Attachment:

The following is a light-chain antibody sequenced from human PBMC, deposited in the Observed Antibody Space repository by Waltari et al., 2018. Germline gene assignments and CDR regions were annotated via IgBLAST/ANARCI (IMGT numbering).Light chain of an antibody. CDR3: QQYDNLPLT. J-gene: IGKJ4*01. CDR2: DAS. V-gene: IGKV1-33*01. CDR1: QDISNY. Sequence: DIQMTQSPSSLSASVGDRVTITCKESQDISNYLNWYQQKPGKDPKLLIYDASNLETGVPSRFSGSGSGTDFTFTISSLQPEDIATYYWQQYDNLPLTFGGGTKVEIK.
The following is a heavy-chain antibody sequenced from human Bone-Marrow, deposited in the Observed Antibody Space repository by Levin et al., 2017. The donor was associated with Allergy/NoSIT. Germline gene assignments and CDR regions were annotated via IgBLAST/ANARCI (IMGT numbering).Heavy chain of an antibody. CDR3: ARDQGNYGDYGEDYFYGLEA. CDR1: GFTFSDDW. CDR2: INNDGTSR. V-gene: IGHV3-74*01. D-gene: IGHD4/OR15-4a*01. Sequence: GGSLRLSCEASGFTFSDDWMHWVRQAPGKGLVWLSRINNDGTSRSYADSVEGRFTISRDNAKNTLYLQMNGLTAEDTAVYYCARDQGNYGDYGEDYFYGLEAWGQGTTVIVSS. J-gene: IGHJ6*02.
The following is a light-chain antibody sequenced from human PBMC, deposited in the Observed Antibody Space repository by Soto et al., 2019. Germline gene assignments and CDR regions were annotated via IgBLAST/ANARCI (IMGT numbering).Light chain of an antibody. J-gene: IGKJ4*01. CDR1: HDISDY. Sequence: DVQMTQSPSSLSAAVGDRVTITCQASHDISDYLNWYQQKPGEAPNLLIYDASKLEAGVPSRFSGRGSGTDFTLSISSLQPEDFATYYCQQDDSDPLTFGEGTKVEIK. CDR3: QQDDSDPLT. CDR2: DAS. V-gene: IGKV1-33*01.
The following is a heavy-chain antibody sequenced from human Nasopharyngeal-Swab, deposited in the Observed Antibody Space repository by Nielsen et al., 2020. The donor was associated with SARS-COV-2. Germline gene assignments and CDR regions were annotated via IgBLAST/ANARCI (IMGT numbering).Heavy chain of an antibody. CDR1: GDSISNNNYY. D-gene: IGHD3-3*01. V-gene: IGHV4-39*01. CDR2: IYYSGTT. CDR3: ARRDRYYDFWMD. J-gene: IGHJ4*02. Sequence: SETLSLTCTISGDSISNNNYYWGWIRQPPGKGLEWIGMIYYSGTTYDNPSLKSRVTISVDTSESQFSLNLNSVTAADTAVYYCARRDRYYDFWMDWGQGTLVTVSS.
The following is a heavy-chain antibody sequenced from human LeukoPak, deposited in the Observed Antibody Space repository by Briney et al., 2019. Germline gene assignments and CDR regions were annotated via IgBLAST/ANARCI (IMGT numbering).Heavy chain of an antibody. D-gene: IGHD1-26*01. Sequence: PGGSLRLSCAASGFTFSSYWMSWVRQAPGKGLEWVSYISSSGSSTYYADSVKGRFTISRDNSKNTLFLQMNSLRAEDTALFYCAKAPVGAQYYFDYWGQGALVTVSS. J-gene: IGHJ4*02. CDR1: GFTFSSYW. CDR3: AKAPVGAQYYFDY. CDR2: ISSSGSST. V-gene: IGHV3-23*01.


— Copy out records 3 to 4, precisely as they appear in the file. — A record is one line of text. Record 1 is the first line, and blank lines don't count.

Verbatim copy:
The following is a light-chain antibody sequenced from human PBMC, deposited in the Observed Antibody Space repository by Soto et al., 2019. Germline gene assignments and CDR regions were annotated via IgBLAST/ANARCI (IMGT numbering).Light chain of an antibody. J-gene: IGKJ4*01. CDR1: HDISDY. Sequence: DVQMTQSPSSLSAAVGDRVTITCQASHDISDYLNWYQQKPGEAPNLLIYDASKLEAGVPSRFSGRGSGTDFTLSISSLQPEDFATYYCQQDDSDPLTFGEGTKVEIK. CDR3: QQDDSDPLT. CDR2: DAS. V-gene: IGKV1-33*01.
The following is a heavy-chain antibody sequenced from human Nasopharyngeal-Swab, deposited in the Observed Antibody Space repository by Nielsen et al., 2020. The donor was associated with SARS-COV-2. Germline gene assignments and CDR regions were annotated via IgBLAST/ANARCI (IMGT numbering).Heavy chain of an antibody. CDR1: GDSISNNNYY. D-gene: IGHD3-3*01. V-gene: IGHV4-39*01. CDR2: IYYSGTT. CDR3: ARRDRYYDFWMD. J-gene: IGHJ4*02. Sequence: SETLSLTCTISGDSISNNNYYWGWIRQPPGKGLEWIGMIYYSGTTYDNPSLKSRVTISVDTSESQFSLNLNSVTAADTAVYYCARRDRYYDFWMDWGQGTLVTVSS.